In early October 2010 an investigation of the former city of York discovered that it had survived well, the majority of the large public buildings had been heavily made of stone and stood up to the blast wave from the 100KT blast well.
The ground zero of the detonation was in southern York over the point where the rivers Ouse and Foss met. Total destruction extended 200 metres to the centre of the ancient city. York Minister appeared to have burned shortly after the detonation however the walls and main tower survived with little damage, it is hoped that after the reconstruction of Durham Cathedral is completed that work will start on York Minister.
Along with the Minister it appears that a major fire storm burned through the centre of York shortly after Doomsday, as such the majority of the buildings in central York are wall shells but it is hoped that they could be rebuilt fairly easily.
Outside the city walls of York the outskirts have been totally abandoned and have completely overgrown with woodland regrowth.
York In Brief
- ZTD is 200m across
- York Minister has burned (along with many other large public buildings) but walls remain structurally sound
- Remaining city (inside city walls) not destroyed by blast burned shortly after detonation.
- Suburbs abandoned, totally overgrown.
- Low levels of radiation found - estimated safe for human habitation 2020 at maximum.
Expeditions are in the planning stages for the investigation of the nuked cities of Leeds, Bradford and Sheffield during the summer of 2011, it is hoped that troops from the Duchy of Lancaster will assist in the survey of these nuked cities.
The planned dates of the expeditions to Leeds, Bradford and Sheffield will happen between June 22nd and September 8th 2011.
Five separate exploration teams have arrived in Harrogate on the 7th of June 2011 to begin training for the expeditions at the end of the month, each team is a 20 man team mainly from the Royal Cleveland Territorial Army however three members of each team are scientists from the University of Teesside and Durham University.
Exploration teams will leave Harrogate, Kingdom of Cleveland on 16th of June 2011, they will meet Duchy of Lancaster teams on the outskirts of the bombed city of Leeds.
Hit by 200KT bomb, exploration happened between 24th June and 17th July 2011. The bomb appears to have detonated in the River Aire in the centre of the city centre of Leeds, there is a large lake approximately 150 metres across, the centre of Leeds has been effectively flattened, however it is unknown if this is due to the effects of the nuclear detonation, the following fires or the just the effect of the British weather on the area in the time since DD.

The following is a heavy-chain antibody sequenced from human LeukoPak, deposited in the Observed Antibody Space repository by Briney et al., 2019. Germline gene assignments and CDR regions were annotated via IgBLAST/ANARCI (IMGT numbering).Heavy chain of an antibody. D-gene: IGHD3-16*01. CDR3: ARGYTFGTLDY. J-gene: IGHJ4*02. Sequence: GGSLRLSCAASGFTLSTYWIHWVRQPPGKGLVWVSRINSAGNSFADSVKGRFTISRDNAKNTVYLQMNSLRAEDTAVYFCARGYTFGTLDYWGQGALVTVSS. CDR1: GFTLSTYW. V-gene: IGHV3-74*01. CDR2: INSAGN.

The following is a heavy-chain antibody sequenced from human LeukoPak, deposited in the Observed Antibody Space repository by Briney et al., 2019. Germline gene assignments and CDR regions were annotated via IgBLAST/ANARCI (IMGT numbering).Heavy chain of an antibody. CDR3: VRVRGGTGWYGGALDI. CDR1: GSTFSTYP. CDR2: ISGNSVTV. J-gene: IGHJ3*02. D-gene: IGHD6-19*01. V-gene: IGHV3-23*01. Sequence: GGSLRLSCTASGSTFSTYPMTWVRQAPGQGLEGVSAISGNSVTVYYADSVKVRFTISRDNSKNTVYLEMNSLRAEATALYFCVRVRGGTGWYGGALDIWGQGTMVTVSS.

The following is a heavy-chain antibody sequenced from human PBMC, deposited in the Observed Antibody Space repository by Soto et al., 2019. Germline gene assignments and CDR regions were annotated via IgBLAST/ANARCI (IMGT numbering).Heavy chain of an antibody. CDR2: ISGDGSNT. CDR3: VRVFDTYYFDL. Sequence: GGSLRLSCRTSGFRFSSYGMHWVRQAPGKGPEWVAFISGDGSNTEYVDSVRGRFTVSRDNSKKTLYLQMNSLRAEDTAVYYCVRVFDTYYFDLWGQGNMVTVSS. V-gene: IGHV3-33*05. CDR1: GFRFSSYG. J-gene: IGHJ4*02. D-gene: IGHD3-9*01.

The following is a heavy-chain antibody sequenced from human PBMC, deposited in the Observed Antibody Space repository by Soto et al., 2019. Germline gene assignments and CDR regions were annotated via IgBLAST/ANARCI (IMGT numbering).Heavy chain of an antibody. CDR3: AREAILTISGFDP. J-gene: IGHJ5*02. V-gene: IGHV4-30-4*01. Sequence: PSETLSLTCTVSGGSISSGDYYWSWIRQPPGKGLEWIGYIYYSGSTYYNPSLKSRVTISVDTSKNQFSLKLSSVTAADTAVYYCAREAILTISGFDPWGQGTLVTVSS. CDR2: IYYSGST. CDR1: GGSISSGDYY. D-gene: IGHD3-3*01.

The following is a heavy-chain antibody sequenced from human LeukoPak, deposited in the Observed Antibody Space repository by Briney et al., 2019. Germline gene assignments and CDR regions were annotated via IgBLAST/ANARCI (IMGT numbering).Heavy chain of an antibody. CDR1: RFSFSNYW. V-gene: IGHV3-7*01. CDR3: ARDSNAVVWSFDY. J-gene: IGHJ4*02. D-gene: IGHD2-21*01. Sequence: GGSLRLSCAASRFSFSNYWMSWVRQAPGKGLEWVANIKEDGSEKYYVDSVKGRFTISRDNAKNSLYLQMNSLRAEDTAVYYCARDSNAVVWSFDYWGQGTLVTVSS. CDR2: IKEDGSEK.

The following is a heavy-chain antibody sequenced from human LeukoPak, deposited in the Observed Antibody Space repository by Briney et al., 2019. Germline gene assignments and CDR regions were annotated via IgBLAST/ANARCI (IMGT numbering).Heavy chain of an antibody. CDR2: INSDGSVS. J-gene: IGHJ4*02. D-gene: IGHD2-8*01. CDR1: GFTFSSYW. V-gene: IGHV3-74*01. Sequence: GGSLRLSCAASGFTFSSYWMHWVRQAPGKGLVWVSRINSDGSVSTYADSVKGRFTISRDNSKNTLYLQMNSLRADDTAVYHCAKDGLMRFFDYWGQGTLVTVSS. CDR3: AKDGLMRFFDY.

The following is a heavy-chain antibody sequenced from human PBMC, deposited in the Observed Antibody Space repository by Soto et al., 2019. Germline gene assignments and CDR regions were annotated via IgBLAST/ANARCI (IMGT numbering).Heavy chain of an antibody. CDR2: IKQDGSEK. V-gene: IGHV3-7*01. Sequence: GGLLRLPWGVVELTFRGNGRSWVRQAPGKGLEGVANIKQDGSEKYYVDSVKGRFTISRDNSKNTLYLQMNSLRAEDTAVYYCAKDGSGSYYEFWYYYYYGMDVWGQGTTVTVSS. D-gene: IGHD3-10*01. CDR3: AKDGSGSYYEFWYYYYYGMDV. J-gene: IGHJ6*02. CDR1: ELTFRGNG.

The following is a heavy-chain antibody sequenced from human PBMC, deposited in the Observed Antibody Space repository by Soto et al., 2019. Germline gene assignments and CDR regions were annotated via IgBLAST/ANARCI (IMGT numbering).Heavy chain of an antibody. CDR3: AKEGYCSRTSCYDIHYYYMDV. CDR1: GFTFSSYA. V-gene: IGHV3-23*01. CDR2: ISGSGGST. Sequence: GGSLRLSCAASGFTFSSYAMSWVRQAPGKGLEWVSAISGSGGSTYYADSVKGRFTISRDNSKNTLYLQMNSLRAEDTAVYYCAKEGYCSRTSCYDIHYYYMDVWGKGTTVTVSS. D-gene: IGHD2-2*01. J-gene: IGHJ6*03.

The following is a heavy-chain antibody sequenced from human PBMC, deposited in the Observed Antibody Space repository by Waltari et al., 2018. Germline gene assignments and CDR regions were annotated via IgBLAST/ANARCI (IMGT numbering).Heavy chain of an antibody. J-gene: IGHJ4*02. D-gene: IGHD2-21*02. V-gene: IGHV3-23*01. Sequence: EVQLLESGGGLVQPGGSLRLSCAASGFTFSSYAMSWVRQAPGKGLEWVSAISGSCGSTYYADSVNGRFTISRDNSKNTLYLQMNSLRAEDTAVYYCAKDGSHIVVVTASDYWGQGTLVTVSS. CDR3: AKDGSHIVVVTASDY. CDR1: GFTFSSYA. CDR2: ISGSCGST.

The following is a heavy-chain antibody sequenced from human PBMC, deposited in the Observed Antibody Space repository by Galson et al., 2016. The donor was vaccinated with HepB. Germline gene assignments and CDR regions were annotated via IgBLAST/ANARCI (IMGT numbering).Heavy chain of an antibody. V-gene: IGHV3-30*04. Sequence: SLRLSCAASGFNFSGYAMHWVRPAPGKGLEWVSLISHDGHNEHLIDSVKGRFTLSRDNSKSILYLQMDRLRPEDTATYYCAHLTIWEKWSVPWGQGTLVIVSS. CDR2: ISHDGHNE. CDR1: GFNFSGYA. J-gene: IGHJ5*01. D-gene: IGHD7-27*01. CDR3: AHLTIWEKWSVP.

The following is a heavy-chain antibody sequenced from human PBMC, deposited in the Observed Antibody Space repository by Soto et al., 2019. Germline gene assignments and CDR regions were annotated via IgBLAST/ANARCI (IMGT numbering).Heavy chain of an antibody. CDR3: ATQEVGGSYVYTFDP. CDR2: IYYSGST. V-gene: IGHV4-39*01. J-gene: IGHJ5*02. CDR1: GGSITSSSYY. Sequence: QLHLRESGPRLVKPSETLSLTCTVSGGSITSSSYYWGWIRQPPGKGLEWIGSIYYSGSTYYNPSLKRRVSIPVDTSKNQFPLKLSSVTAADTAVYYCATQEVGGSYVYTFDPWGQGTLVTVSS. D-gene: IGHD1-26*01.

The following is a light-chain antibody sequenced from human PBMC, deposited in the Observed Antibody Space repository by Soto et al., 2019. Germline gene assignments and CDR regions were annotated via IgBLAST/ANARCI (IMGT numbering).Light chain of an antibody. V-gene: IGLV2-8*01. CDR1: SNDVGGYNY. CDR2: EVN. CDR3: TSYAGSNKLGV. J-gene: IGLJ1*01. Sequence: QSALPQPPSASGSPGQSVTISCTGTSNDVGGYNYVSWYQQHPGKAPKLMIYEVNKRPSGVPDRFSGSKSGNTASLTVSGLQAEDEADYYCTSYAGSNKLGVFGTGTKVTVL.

Downstream of the detonation point there appears to be no evidence of recent human inhabitation, particularly in the ruins of the town of Castleford and Knottingly, however upstream there are some small subsistence farming communities. Many of the abandoned areas have almost returned to a wildwood type environment.
Hit by 100KT bomb, exploration happened between 20th July and 9th August 2011. The bomb appears to have air detonated directly over the city centre destroying everything within the central ring road.
Much of the rest of the city had burned shortly after DD, it is unknown if the burning was due to the detonation of the nuclear weapon or possibly rioting afterwards, as there had been reports from survivors from the area that public order rapidly degenerated after DD.
In the south of the former city small survivor communities had formed around areas of farmland, including Oakenshaw, Buttershaw and Clayton
Huddersfield was a town near Leeds and Bradford, it was hit in the third wave of attacks with a 100KT nuke, exploration occurred between the 10th and 14th August 2011
The centre of the town was flattened by an air blast detonation however the rest of the town appeared to have been little damaged by the blast, no signs of significant fire were detected. The town however appeared to have been abandoned very shortly after DD with no recolonisation since, some small communities were found to the south of the town in Taylor Hill, Netherton and Honley.
In the area around Leeds and Bradford are the towns of Halifax, Wakefield and Dewsbury, although not directly bombed on DD they suffered greatly from radioactive fallout, Halifax and Wakefield/Dewsbury were explored after Huddersfield.
Halifax was explored between the 16th and 19th August 2011, the town was mostly abandoned, however the small town centre had been surrounded with a large wall at some point in the past.
Once the troops got through the wall they discovered that it had been abandoned also and while searching the building find large numbers of skeletons, most of them covered and lying in rows, the skeletons appear to have been there for many years, they also showed no signs of trauma so scientists believe either they died during a disease outbreak or that they committed suicide.
Dewsbury was explored between 21st and 22nd August 2011 and Wakefield between 23rd and 24th August.
Dewsbury was totally abandoned and had become completely overgrown with regrowth woodland.
Wakefield is a small market town working with local communities and farmers as well as having trade links with the town of Barnsley to the south and along the former M62 motorway the towns of Castleford and Pontefract to the east. They have also begun to have trade links with the Newolland town of Goole on the River Humber.
Hit by 200KT bomb, Exploration happened between 29th August and 8th September 2011.
It was discovered that the bomb exploded as an air burst detonation roughly between the City of Sheffield and the nearby town of Rotherham, destroying the majority of both with massive firestorms.
The south of the city of Sheffield mainly survived the firestorm due to it's distance from the detonation point and the fact the River Don and River Sheaf separate the area from the burned City.
From damage near the rivers in the area scientists with the team believe that there was a massive flood event in the last five years, rumours from towns downstream (and farther afield in North Yorkshire) describe a massive flood during the summer of 2007.
Exploration of the area surrounding Sheffield have shown little human activity although the area closer to the former national park of the Peak District has shown signs of recent agriculture.
After the exploration of the City of Sheffield the troops from the Dutchy of Lancaster headed southwest to further explore the Peak District. While the Cleveland troops headed east towards the Newolland town of Worksop